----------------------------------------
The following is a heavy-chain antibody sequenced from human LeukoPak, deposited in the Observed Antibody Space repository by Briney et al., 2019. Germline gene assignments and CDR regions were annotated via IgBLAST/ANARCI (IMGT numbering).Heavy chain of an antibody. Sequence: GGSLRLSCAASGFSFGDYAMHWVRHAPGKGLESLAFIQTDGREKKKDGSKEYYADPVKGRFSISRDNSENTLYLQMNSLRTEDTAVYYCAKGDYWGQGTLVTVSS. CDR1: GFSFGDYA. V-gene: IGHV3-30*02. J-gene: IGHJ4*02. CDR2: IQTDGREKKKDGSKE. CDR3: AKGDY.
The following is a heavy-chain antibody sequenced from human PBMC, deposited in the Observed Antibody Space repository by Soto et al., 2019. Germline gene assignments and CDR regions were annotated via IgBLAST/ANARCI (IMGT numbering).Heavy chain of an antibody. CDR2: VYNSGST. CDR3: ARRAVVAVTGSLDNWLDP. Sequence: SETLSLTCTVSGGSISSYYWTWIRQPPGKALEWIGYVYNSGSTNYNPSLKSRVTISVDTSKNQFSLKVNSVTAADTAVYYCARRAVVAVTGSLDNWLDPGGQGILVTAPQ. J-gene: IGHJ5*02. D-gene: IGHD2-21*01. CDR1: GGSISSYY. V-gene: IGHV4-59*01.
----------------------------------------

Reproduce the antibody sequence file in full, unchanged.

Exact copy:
The following is a heavy-chain antibody sequenced from human LeukoPak, deposited in the Observed Antibody Space repository by Briney et al., 2019. Germline gene assignments and CDR regions were annotated via IgBLAST/ANARCI (IMGT numbering).Heavy chain of an antibody. Sequence: GGSLRLSCAASGFSFGDYAMHWVRHAPGKGLESLAFIQTDGREKKKDGSKEYYADPVKGRFSISRDNSENTLYLQMNSLRTEDTAVYYCAKGDYWGQGTLVTVSS. CDR1: GFSFGDYA. V-gene: IGHV3-30*02. J-gene: IGHJ4*02. CDR2: IQTDGREKKKDGSKE. CDR3: AKGDY.
The following is a heavy-chain antibody sequenced from human PBMC, deposited in the Observed Antibody Space repository by Soto et al., 2019. Germline gene assignments and CDR regions were annotated via IgBLAST/ANARCI (IMGT numbering).Heavy chain of an antibody. CDR2: VYNSGST. CDR3: ARRAVVAVTGSLDNWLDP. Sequence: SETLSLTCTVSGGSISSYYWTWIRQPPGKALEWIGYVYNSGSTNYNPSLKSRVTISVDTSKNQFSLKVNSVTAADTAVYYCARRAVVAVTGSLDNWLDPGGQGILVTAPQ. J-gene: IGHJ5*02. D-gene: IGHD2-21*01. CDR1: GGSISSYY. V-gene: IGHV4-59*01.